Even after 400 years, a visit to Jamestown is still an adventure, but not as challenging as it was for settlers of the first permanent English colony in America in 1607.
The story is complex, and most fully experienced by a visit to two compelling attractions. At Historic Jamestowne, site of the original 1607 settlement, explore the Glasshouse to learn about America’s earliest industries, see ongoing archaeological discoveries of the fort and view thousands of artifacts unearthed on display in the Nathalie P. and Alan M. Voorhees Archaearium. At Jamestown Settlement, explore a world-class living-history museum that re-creates life in the Jamestown colony. Tour artifact-filled gallery exhibits, discover the Powhatan Indian way of life in a re-created village, try on English armor in a re-created fort and climb aboard replicas of the three ships that brought the colonists to Virginia in 1607.
NEW! July 28, 2015 – A team of archaeologists and scientists from the Jamestown Rediscovery Foundation at Historic Jamestowne and the Smithsonian’s National Museum of Natural History has identified the remains of four men buried in a church discovered recently at Jamestown dating to 1608. This church is also where Pocahontas married John Rolfe. The […] Read More »
Bike, walk or drive the five-mile or shorter three-mile loop around Jamestown Island, where you will experience the wildlife and natural environment English colonists encountered upon their arrival in 1607. Click here for more information Historic Jamestowne. Read More »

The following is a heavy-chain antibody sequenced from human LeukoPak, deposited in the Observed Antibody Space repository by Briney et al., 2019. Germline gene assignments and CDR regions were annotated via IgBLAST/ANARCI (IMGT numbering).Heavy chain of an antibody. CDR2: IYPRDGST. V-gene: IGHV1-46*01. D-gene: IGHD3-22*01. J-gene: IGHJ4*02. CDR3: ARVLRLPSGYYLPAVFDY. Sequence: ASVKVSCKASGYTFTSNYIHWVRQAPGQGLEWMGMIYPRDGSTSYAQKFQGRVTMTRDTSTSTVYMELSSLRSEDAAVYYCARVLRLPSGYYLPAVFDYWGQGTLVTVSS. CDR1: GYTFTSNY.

It’s a perfect time to visit Jamestown Settlement, where visitors are immersed in the world of America’s first permanent English colony. Trace the evolution of the log canoe in “Working and Racing on the Bay: The Chesapeake Log Canoe,” a Jamestown Settlement special exhibition in partnership with The Mariners’ Museum on display through September 8, 2015. View […] Read More »
Jamestown Settlement, a museum of 17th-century Virginia, explores the world of America’s first permanent English colony. Exhibition galleries and an introductory film, 1607: A Nation Takes Root, trace Jamestown’s beginnings in England and the first century of the Virginia colony and describe the Powhatan Indian, English and African cultures that converged in 17th-century Virginia. Outdoors, costumed historical interpreters depict 1600s life at re-creations of the colonists’ fort, the three ships that arrived from England in 1607, a Powhatan Indian village and at a seasonal riverfront discovery area. Gift shops and Jamestown Settlement Café (arrange to dine on site or to go). Special programs are offered annually. Accredited by the American Alliance of Museums.